Background: Exposure to fine ambient particulate matter (PM) has consistently been associated with increased morbidity and mortality. The relationship between exposure to ultrafine particles (UFP) and health effects is less firmly established. If UFP cause health effects independently from coarser fractions, this could affect health impact assessment of air pollution, which would possibly lead to alternative policy options to be considered to reduce the disease burden of PM. Therefore, we organized an expert elicitation workshop to assess the evidence for a causal relationship between exposure to UFP and health endpoints.
Methods: An expert elicitation on the health effects of ambient ultrafine particle exposure was carried out, focusing on: 1) the likelihood of causal relationships with key health endpoints, and 2) the likelihood of potential causal pathways for cardiac events. Based on a systematic peernomination procedure, fourteen European experts (epidemiologists, toxicologists and clinicians) were selected, of whom twelve attended. They were provided with a briefing book containing key literature. After a group discussion, individual expert judgments in the form of ratings of the likelihood of causal relationships and pathways were obtained using a confidence scheme adapted from the one used by the Intergovernmental Panel on Climate Change.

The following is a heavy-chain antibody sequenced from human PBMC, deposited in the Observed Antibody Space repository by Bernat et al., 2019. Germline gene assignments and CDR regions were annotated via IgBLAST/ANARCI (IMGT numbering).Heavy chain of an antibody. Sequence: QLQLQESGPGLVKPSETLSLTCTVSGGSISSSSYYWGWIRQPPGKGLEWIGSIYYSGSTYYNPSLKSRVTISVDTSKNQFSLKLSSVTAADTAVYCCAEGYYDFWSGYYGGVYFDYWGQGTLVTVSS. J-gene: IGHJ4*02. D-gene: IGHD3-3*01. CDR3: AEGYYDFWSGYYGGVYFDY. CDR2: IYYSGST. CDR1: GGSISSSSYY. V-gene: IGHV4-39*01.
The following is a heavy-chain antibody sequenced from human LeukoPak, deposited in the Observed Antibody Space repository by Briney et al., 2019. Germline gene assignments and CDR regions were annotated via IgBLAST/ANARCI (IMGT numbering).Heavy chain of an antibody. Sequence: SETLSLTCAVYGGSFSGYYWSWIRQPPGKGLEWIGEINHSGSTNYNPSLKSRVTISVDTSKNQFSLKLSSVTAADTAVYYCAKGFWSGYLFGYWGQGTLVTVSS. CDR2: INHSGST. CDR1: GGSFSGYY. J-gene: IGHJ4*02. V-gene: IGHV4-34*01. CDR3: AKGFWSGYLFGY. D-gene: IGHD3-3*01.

Results: The likelihood of an independent causal relationship between increased short-term UFP exposure and increased all-cause mortality, hospital admissions for cardiovascular and respiratory diseases, aggravation of asthma symptoms and lung function decrements was rated medium to high by most experts. The likelihood for long-term UFP exposure to be causally related to all cause mortality, cardiovascular and respiratory morbidity and lung cancer was rated slightly lower, mostly medium. The experts rated the likelihood of each of the six identified possible causal pathways separately. Out of these six, the highest likelihood was rated for the pathway involving respiratory inflammation and subsequent thrombotic effects.
Conclusion: The overall medium to high likelihood rating of causality of health effects of UFP exposure and the high likelihood rating of at least one of the proposed causal mechanisms explaining associations between UFP and cardiac events, stresses the importance of considering UFP in future health impact assessments of (transport-related) air pollution, and the need for further research on UFP exposure and health effects.